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UIS leads the field at MIG

Thomas Clatterbuck



The Model Illinois Government (MIG) delegation at UIS is perennially one of the school’s strongest academic teams. Lead by head delegates Payton Raso, Chloe Compton, and Cale Bergschneider, this year was no different. During the weekend simulation in the state capitol, the team won a wide array of awards and honors.

What is MIG?

MIG is an annual simulation of all the aspects of the Illinois state government. Colleges from around the state send delegations to Springfield to model the real government. Students pass legislation in the House and Senate, try cases at MOOT court, and develop a state budget with the help of the OMB analysts. Students hold elections to fill all the normal leadership positions, including governor, Speaker of the House, and majority and minority leaders for debate.

UIS won a large number of leadership elections going into this year’s simulation:

  • Zachary Sullivan was President of the Senate
  • Caitlin Osborn was Treasurer
  • Donnie Lewis was Comptroller
  • Payton Raso was House Majority Leader
  • Chloe Compton was Senate Majority Leader
  • Noah Danner was Assistant Minority Leader in the House
  • Joseph Partain was Minority Whip in the House
  • Cale Bergschneider was Majority Whip in the Senate

Looking towards next year, four UIS students won spots on the executive board. These are the students who actually ensure MIG happens every year.

  • Payton Raso will be Speaker of the House
  • Chloe Compton will be President of the Senate
  • Cale Bergschneider will be Comptroller
  • Collin Cisco will Treasurer

The delegation was recognized for their efforts this year. The delegation as a whole took home the coveted “Outstanding Large Delegation” award. Many individuals took home awards as well:

  • Payton Raso – Outstanding Member of the House
  • Chloe Compton – Outstanding Member of the Senate
  • Collin Cisco – Outstanding OMB Analyst
  • Joseph Partain – Outstanding First Year Delegate in the House
  • Garrie Allen – Outstanding Staff Member

The UIS delegation is advised by Dr. Ken Owen from the history department.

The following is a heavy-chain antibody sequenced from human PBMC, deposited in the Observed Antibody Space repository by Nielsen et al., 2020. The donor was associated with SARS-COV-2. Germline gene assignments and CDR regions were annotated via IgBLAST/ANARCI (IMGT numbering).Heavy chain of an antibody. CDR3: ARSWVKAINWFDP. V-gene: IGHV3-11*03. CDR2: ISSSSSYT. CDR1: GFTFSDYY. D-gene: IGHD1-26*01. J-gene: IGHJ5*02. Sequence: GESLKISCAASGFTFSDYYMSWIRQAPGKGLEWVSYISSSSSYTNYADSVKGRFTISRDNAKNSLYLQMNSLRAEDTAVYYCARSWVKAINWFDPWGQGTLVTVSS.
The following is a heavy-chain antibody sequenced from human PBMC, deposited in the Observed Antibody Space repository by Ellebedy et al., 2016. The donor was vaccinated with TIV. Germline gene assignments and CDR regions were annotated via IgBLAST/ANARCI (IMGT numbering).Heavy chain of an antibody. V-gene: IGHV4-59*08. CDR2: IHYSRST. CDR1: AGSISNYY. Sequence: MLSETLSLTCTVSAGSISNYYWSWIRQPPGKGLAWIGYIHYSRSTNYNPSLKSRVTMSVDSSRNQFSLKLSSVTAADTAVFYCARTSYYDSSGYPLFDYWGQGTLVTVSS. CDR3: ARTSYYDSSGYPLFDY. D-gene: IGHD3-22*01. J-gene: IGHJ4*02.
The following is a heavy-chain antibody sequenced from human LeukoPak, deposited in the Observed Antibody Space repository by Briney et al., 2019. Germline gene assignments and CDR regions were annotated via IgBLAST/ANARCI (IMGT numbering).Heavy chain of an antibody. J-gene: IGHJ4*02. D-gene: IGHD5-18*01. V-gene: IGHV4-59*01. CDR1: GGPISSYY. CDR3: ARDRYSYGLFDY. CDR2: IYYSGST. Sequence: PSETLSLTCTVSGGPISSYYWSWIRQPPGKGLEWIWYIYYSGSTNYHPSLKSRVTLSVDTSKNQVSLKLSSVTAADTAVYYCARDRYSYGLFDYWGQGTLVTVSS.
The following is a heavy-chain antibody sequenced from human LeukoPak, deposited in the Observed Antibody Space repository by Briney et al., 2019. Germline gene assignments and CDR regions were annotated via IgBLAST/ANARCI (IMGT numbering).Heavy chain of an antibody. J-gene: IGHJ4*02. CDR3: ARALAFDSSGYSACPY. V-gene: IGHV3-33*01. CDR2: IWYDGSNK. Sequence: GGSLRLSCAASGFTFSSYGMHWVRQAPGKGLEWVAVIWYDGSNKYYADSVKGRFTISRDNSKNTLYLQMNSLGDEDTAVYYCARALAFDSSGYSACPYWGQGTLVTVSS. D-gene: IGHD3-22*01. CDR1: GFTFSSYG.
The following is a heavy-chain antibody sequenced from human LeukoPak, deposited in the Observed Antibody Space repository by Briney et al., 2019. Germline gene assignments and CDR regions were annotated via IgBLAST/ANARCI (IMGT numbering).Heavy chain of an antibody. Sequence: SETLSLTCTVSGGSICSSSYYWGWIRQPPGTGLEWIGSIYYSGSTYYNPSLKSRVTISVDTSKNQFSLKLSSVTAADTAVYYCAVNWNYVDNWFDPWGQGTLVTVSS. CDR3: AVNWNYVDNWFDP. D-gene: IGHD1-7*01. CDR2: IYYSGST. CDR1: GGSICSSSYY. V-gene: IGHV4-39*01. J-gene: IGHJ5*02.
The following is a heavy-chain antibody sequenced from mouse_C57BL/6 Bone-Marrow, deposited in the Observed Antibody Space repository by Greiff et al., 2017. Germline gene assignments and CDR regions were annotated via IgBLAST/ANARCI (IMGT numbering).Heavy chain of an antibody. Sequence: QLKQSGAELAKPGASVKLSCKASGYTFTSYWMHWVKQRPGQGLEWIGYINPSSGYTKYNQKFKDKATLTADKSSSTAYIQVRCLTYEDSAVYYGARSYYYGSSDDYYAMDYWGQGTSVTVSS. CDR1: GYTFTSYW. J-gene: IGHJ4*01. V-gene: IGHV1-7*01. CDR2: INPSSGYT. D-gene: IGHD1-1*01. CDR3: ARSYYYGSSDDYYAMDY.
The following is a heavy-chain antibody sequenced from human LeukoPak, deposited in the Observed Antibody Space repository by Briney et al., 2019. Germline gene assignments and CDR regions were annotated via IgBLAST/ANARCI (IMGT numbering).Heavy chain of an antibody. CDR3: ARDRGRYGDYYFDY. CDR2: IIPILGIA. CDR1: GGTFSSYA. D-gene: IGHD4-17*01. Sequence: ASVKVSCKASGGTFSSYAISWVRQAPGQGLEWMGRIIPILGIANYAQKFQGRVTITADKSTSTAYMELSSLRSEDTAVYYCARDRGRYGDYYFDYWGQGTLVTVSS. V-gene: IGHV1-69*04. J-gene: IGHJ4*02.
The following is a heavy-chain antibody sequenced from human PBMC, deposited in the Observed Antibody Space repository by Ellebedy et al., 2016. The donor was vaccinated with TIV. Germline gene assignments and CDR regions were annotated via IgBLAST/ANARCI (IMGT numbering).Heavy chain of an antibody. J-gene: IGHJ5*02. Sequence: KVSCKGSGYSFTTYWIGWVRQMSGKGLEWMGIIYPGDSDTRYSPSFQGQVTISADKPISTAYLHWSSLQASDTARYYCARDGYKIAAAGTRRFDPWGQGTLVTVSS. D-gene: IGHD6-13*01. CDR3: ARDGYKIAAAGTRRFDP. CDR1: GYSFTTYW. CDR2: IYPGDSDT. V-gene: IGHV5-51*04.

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Senior strategist, statehouse reporter and political correspondent for Springfield Daily. Graduate of District 117 and UIS. Thomas covers stories in both Morgan and Sangamon Counties, as well as statewide politics.


UIS’ Cyber League team takes a first in national competition

Thomas Clatterbuck



UIS’ 2017 National Cyber League season has come to a close. Led by Captain Austin Bransky, the UIS team took first in the nation in Log Analysis, and finished in the top ten percent of teams overall.

What is National Cyber League:

National Cyber League is cyber-security competition based on a digital version of “capture the flag.”   Teams are given a web application that have “flags” that correspond with various questions and challenges that players need to solve. These flags cover a wide range of security topics, including open source intelligence, password cracking, wireless security, enumeration of cryptography, and web application security.  Points are awarded based on the difficulty of the flag.

The UIS Team:

UIS entered this year coming off of a strong 2016 showing. Returning team members performed better than last year, scoring more points with higher accuracy. Even with higher individual performance, their relative standings fell slightly.

Several students had outstanding individual performances during the regular season. Steve Berryman placed 31st, Bhavyanshu Prasher placed 37th, and Austin Bransky placed 79th in a field of over 2,400 competitors.

The UIS team placed 18th out of 182 teams nationally at the NCL’s postseason tournament. UIS also ranked first in the Log Analysis category.  This was only UIS’ second season in NCL competition, and they are already planning how to keep their momentum going into next year.

The team is coached by Brian Rogers.

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War chant prohibited at University of Illinois games

Staff Contributor



CHAMPAIGN, IL – The University of Illinois chancellor says dropping the school’s “war chant” at sporting events was ultimately his call and that there aren’t plans to eliminate the Fighting Illini nickname or a popular band medley referring to Native Americans.

Chancellor Robert Jones tells The News-Gazette the chant no longer motivated football fans as historically intended. He also says it was used less than in previous years and that some people found it offensive.

University of Illinois athletic director Josh Whitman wrote an open letter Monday defending the university’s decision, saying the move “serves as a significant step toward a more unified University of Illinois.”

Jones says the school hasn’t had “systematic discussions” about the band medley composed of “Pride of the Illini,” ”March of the Illini,” and “Hail to the Orange.”

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